I already knew that I wanted to make more commitment to working in the field of human transformation. I had staffed many trainings where I witnessed people having tremendous breakthroughs, with miracles like shedding 20 years off their bodies in the span of a few minutes. I just could not see a path to doing this work and earning a living at it. A friend referred me to “”. I asked what that was, and he just repeated the web address. So, I knew that I was not getting any more out of him until I visited the site, which I did that day, and began to learn about coaching (this is the website for Coaches Training Institute). As I studied their material, I realized this might just be exactly what I’m looking for as a means of earning a living by doing transformational work with people. I enrolled a few people in my company to support me in this as an educational development. The day came when I picked up the phone to register for the coach training course, and suddenly my hand was shaking so badly I could not hold the phone. I put it down, pushed myself back from my desk, and took stock of myself. I self-inquired: “John, what is going on here? Why am I shaking? What is so scary?” A moment later it dawned on me that I was meeting my Destiny. The stakes were personally very high. I took a deep breath or two, and completed the call, sharing my experience with the person on the other end of the line.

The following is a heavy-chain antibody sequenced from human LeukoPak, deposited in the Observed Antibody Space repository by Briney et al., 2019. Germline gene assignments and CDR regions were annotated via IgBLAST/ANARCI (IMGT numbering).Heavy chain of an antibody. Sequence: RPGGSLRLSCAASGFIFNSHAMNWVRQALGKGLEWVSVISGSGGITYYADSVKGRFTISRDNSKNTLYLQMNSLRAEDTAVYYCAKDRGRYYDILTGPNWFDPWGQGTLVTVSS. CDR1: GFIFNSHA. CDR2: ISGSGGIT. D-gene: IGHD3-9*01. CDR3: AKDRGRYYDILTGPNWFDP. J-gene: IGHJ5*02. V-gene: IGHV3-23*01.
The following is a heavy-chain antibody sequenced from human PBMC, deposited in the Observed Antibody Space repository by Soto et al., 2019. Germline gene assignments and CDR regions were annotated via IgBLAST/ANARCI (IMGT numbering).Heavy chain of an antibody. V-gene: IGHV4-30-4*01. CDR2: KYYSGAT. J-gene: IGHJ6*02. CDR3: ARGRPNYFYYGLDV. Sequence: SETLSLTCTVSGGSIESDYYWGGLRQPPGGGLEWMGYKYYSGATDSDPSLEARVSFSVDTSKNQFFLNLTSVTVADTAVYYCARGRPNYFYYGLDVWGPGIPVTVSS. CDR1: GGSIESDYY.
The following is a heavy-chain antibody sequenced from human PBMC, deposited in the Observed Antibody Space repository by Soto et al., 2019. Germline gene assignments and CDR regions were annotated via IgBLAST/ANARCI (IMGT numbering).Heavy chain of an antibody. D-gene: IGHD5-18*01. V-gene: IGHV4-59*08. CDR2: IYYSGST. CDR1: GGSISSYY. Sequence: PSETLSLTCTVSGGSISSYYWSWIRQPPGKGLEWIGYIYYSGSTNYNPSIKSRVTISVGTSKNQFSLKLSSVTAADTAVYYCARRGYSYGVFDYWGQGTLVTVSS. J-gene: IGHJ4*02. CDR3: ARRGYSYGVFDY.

There is no doubt in my heart or mind that moment was a meeting with Destiny. My fear served to waken me to the importance and significance of the moment in my life. Now, when I feel that sense of unease and fear, and I see that it is not about my safety and survival, I’m very likely to step forward toward the source of the fear, knowing that this is where a new realm of possibility lies for me. Fear, for me, has become a source of enlivenment, a call to open my heart and risk being fully alive and in the moment. Life for me has become less predictable, but also more fulfilling, more adventuresome, and so much more satisfying. I find it a small price to pay for living with the discomfort of having fear perched on my shoulder and frequently poking me wide awake. I have learned that fear is a gift that must be fully accepted for me to be fully alive.